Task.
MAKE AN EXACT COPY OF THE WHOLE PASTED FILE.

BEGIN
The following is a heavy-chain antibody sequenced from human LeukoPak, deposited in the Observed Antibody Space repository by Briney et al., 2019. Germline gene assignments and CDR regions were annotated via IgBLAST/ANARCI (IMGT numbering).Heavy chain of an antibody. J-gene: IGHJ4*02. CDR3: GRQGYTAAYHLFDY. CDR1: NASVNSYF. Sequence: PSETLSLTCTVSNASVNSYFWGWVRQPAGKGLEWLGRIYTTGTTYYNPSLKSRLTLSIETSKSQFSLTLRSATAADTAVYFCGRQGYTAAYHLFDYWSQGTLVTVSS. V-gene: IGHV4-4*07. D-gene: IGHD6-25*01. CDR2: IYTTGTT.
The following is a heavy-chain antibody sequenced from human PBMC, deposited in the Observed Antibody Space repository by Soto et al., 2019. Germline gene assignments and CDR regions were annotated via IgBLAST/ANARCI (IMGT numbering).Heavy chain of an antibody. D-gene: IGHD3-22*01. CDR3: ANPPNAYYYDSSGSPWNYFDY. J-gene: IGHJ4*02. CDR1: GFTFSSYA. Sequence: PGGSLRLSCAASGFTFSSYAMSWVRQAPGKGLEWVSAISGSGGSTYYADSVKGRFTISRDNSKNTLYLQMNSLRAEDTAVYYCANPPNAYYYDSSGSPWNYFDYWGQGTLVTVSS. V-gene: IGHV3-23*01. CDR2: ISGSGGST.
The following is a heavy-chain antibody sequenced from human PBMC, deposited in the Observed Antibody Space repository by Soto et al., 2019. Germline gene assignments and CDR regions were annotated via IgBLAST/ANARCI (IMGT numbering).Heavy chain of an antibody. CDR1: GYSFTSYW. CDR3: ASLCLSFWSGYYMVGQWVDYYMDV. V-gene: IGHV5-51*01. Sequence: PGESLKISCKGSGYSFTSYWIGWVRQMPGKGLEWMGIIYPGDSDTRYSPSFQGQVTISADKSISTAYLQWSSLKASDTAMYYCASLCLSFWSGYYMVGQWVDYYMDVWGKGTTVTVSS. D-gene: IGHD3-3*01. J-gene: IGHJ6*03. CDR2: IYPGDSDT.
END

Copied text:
The following is a heavy-chain antibody sequenced from human LeukoPak, deposited in the Observed Antibody Space repository by Briney et al., 2019. Germline gene assignments and CDR regions were annotated via IgBLAST/ANARCI (IMGT numbering).Heavy chain of an antibody. J-gene: IGHJ4*02. CDR3: GRQGYTAAYHLFDY. CDR1: NASVNSYF. Sequence: PSETLSLTCTVSNASVNSYFWGWVRQPAGKGLEWLGRIYTTGTTYYNPSLKSRLTLSIETSKSQFSLTLRSATAADTAVYFCGRQGYTAAYHLFDYWSQGTLVTVSS. V-gene: IGHV4-4*07. D-gene: IGHD6-25*01. CDR2: IYTTGTT.
The following is a heavy-chain antibody sequenced from human PBMC, deposited in the Observed Antibody Space repository by Soto et al., 2019. Germline gene assignments and CDR regions were annotated via IgBLAST/ANARCI (IMGT numbering).Heavy chain of an antibody. D-gene: IGHD3-22*01. CDR3: ANPPNAYYYDSSGSPWNYFDY. J-gene: IGHJ4*02. CDR1: GFTFSSYA. Sequence: PGGSLRLSCAASGFTFSSYAMSWVRQAPGKGLEWVSAISGSGGSTYYADSVKGRFTISRDNSKNTLYLQMNSLRAEDTAVYYCANPPNAYYYDSSGSPWNYFDYWGQGTLVTVSS. V-gene: IGHV3-23*01. CDR2: ISGSGGST.
The following is a heavy-chain antibody sequenced from human PBMC, deposited in the Observed Antibody Space repository by Soto et al., 2019. Germline gene assignments and CDR regions were annotated via IgBLAST/ANARCI (IMGT numbering).Heavy chain of an antibody. CDR1: GYSFTSYW. CDR3: ASLCLSFWSGYYMVGQWVDYYMDV. V-gene: IGHV5-51*01. Sequence: PGESLKISCKGSGYSFTSYWIGWVRQMPGKGLEWMGIIYPGDSDTRYSPSFQGQVTISADKSISTAYLQWSSLKASDTAMYYCASLCLSFWSGYYMVGQWVDYYMDVWGKGTTVTVSS. D-gene: IGHD3-3*01. J-gene: IGHJ6*03. CDR2: IYPGDSDT.